Zimbabwe, Malawi welcome anti-poaching drones

FILE -- In this file photo taken Monday, Feb. 15, 2016 a drone is launched in the Hluhluwe-iMfolozi Game Reserve in the KwaZulu Natal province. Conservationists say Zimbabwe and Malawi are allowing flights by anti-poaching drones as part of an initiative supported by Google and the WWF conservation group. (AP Photo/Denis Farrell, File)

Zimbabwe, Malawi welcome anti-poaching drones; already active in South Africa

JOHANNESBURG — Zimbabwe and Malawi are allowing flights by anti-poaching drones as part of an initiative supported by Google and the WWF conservation group.

The drones, which resemble large model airplanes, have flown in South African wildlife areas and are part of the Air Shepherd program of the U.S.-based Lindbergh Foundation. They can act as a highly visible deterrent to poachers fearing capture, though vast and rugged terrain as well as legal and bureaucratic obstacles have hampered some anti-poaching drone projects in Africa.

Officials in Zimbabwe acknowledge their anti-poaching efforts are in "desperate trouble" and view drones as a potentially effective tool to protect elephants and other species that are a pillar of the country's faltering tourism industry, Otto Werdmuller Von Elgg, operator of the Air Shepherd drones, said Friday.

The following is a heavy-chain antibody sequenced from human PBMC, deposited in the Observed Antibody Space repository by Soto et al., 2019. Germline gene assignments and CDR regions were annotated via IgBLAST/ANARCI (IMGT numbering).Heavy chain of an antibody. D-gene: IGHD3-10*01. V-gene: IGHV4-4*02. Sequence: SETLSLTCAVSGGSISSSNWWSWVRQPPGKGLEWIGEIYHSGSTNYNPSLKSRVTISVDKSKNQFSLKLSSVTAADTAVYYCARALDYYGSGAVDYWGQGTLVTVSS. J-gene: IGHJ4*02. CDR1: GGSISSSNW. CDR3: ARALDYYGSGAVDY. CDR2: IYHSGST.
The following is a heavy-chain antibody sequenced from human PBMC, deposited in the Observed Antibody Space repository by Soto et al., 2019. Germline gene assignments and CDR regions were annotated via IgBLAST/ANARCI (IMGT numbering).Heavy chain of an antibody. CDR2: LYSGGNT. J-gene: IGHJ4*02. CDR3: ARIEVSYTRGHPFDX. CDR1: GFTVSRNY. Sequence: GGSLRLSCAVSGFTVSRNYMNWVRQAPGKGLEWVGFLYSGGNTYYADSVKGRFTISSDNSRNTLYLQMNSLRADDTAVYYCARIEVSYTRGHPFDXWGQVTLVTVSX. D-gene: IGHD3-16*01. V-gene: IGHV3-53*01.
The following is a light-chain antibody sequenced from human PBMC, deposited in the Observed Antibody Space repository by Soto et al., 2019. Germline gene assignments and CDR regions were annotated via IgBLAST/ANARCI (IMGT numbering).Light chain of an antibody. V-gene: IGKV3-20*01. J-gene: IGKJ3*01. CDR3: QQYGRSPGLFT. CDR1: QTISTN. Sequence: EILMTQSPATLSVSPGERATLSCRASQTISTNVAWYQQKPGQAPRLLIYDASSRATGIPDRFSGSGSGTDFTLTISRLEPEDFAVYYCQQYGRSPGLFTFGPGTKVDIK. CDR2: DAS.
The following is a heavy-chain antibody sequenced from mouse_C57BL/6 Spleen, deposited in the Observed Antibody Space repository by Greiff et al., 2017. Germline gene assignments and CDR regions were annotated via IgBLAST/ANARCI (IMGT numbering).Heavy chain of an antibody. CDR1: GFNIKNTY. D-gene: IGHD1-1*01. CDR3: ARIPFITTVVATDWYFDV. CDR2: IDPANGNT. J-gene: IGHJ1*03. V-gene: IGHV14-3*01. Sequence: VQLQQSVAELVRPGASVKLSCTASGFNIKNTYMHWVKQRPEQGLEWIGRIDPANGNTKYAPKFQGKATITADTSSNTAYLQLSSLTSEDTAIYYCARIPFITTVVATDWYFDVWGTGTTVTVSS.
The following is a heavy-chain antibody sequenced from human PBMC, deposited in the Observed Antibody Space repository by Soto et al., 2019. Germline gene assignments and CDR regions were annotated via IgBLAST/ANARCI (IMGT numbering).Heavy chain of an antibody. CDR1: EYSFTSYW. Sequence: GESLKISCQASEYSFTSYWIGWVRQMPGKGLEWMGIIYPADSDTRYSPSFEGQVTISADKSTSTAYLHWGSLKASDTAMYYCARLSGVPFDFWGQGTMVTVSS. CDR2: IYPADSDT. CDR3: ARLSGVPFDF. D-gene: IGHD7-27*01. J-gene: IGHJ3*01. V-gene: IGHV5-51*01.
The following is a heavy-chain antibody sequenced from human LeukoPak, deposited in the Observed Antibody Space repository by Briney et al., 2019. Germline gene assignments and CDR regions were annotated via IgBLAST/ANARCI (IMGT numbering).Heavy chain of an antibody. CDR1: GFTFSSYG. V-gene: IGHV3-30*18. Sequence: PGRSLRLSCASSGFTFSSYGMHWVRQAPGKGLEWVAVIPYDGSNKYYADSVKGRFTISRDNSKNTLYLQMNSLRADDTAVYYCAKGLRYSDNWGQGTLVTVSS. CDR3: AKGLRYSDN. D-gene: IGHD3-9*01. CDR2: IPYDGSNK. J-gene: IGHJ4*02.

One drone team plans to start operations next week in Hwange National Park, Zimbabwe's biggest reserve, said Von Elgg, director of the South African drone company UDS.

Some poachers in Hwange have used cyanide to poison elephants in large numbers before cutting off their tusks. Wildlife officials in Zimbabwe lack sufficient funding and say they need more rangers to patrol the nation's parks.

Von Elgg's drones started flying this month in Malawi's Liwonde National Park, which is surrounded by densely populated settlements. African Parks, the Johannesburg-based group that runs Liwonde, has been relocating some Liwonde elephants to a more secure reserve in Malawi.

The drones in Malawi can be used to chase straying elephants back into the park, as well as monitor illegal loggers who infiltrate Liwonde by riverboat at night, according to Von Elgg.

The drone project is backed by WWF, which is using a $5 million grant from Google to support the use of technology in countering wildlife crime.


Follow Christopher Torchia on Twitter at www.twitter.com/torchiachris

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